This acclaimed book—called a “masterpiece” by the esteemed scholar Robert W. McChesney and chosen as one of 2011's best books by the Progressive—reveals how racial segregation distorted the information Americans have received, even as it depicts the struggle of Black, Latino, Asian, and Native American journalists who fought to create a vibrant yet little-known alternative, democratic press.
Noise Uprising brings to life the moment and sounds of a cultural revolution. Between the development of electrical recording in 1925 and the outset of the Great Depression in the early 1930s, the soundscape of modern times unfolded in a series of obscure recording sessions, as hundreds of unknown musicians entered makeshift studios to record the melodies and rhythms of urban streets and dancehalls.
The Age of the Poets revisits the age-old problem of the relation between literature and philosophy, arguing against both Plato and Heidegger’s famous arguments. Badiou offers an illuminating set of readings of contemporary French prose writers, giving us fascinating insights into the theory of the novel while also accounting for the specific position of literature between science and ideology.
In The Art of Cloning, Pang Laikwan examines the Cultural Revolution, when ordinary citizens read widely, traveled extensively through the country, and engaged in a range of cultural and artistic activities. The freedom they experienced, argues Pang, differs from the freedom, under Western capitalism, to express individuality through a range of consumer products. But it was far from boring and was possessed of its own kind of diversity.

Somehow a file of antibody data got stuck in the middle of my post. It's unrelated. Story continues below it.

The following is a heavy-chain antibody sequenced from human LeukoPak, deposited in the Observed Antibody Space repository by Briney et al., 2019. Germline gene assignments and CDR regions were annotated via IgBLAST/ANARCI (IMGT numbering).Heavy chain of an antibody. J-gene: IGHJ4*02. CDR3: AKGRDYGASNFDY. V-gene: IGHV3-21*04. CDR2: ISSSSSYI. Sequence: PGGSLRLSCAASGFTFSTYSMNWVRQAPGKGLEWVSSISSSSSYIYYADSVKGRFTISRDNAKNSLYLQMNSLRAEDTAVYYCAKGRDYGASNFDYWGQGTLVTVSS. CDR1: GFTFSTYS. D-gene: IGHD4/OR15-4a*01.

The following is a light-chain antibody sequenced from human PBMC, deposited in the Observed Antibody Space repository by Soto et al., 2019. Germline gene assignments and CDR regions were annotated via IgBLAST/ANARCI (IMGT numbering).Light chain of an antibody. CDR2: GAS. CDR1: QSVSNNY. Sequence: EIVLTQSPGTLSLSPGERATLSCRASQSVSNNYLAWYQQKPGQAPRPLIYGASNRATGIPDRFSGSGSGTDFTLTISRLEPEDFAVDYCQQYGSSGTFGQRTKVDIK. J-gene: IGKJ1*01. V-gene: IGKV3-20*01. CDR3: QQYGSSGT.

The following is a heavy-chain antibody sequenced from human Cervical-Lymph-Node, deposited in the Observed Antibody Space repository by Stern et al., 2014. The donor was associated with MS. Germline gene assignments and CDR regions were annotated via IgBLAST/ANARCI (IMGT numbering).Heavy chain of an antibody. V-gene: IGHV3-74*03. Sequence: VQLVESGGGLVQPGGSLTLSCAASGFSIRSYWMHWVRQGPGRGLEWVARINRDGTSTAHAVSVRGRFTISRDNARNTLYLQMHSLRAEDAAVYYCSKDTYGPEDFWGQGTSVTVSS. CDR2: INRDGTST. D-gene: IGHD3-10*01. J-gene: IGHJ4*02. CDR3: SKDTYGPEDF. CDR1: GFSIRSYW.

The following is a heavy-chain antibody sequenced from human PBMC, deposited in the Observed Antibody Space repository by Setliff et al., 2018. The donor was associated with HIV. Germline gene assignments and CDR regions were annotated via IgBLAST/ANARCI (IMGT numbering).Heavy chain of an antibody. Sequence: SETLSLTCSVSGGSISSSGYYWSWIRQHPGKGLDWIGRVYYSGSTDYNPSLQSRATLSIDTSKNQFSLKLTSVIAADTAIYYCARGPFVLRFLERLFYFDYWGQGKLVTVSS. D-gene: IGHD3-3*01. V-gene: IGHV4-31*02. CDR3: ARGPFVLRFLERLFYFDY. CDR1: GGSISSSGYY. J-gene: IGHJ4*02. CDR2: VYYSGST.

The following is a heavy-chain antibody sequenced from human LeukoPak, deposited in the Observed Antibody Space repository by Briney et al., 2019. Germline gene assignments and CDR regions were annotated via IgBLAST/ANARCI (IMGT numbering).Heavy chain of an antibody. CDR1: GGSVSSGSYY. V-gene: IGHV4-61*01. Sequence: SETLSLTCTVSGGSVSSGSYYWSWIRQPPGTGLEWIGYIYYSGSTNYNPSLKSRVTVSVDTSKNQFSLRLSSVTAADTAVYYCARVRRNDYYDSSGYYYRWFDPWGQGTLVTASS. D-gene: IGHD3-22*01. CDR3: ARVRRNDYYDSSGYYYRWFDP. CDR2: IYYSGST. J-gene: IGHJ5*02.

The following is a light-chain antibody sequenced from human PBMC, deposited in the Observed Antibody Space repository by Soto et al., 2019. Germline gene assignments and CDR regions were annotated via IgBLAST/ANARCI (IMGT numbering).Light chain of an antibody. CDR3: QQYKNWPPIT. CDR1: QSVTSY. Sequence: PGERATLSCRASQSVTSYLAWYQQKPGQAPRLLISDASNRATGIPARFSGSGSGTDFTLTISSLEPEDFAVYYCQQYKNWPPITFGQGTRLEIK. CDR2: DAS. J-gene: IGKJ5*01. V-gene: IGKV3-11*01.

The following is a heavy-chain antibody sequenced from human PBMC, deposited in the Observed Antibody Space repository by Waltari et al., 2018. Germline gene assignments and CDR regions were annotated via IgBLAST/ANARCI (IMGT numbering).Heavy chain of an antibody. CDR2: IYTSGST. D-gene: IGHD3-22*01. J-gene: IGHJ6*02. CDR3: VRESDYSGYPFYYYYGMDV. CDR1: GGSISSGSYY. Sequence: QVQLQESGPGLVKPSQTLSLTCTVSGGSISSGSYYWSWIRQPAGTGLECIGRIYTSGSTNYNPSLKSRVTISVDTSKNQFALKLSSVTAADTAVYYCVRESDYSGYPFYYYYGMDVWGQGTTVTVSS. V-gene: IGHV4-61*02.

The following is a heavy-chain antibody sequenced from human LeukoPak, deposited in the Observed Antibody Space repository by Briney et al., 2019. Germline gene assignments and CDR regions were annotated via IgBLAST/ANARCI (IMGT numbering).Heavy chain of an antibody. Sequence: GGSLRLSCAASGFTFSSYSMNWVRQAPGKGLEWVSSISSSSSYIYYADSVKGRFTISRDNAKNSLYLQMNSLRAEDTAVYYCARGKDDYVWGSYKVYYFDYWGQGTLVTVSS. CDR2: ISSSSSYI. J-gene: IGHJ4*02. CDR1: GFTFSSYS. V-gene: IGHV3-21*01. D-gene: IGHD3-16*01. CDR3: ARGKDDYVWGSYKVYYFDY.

In The Future of the Image, Jacques Rancière develops a fascinating new concept of the image in contemporary art, showing how art and politics have always been intrinsically intertwined. Covering a range of art movements, filmmakers such as Godard and Bresson, and thinkers such as Foucault, Deleuze, Adorno, Barthes, Lyotard and Greenberg, Rancière shows that contemporary theorists of the image are suffering from religious tendencies.
Cinema, like language, can be said to exist as a system of differences. In his latest book, acclaimed philosopher Jacques Rancière looks at cinematic art in comparison to its corollary forms in literature and theatre. From literature, he argues, cinema takes its narrative conventions, while at the same time effacing literature’s images and philosophy; and film rejects theatre, while also fulfilling theatre’s dream.
Reveals the convergence of perception and destruction in the parallel technologies of warfare and cinema.
In this singular book written during World War Two, Bertolt Brecht presents a devastating visual and lyrical attack on war under modern capitalism. He takes photographs from newspapers and popular magazines, and adds short lapidary verses to each in a unique attempt to understand the truth of war using mass media.
The thesis proposed by Annette Kuhn is an exciting one: namely, that feminism and cinema, taken together, could provide the basis for new forms of expression, providing the opportunity for a truly feminist alternative cinema in terms of film language, of reading that language and of representing the world.
The BBC is one of the most important institutions in Britain; it is also one of the most misunderstood. Despite its claim to be independent and impartial, and the constant accusations of a liberal bias, the BBC has always sided with the elite. As Tom Mills demonstrates, we are only getting the news that the Establishment wants aired in public.
In Broad Daylight investigates one of the decisive shifts in the history of Western aesthetics, exploring the metamorphosis of films in the age of individual media, when the public is increasingly free but also increasingly resistant to the emotive force of the pictures flashing around us.
All the books above are 50% off until Friday, September 15 at 23.59 (PST), as part of our Back to School/Back to University sale. See all the books included in the sale via our subject-curated reading lists here.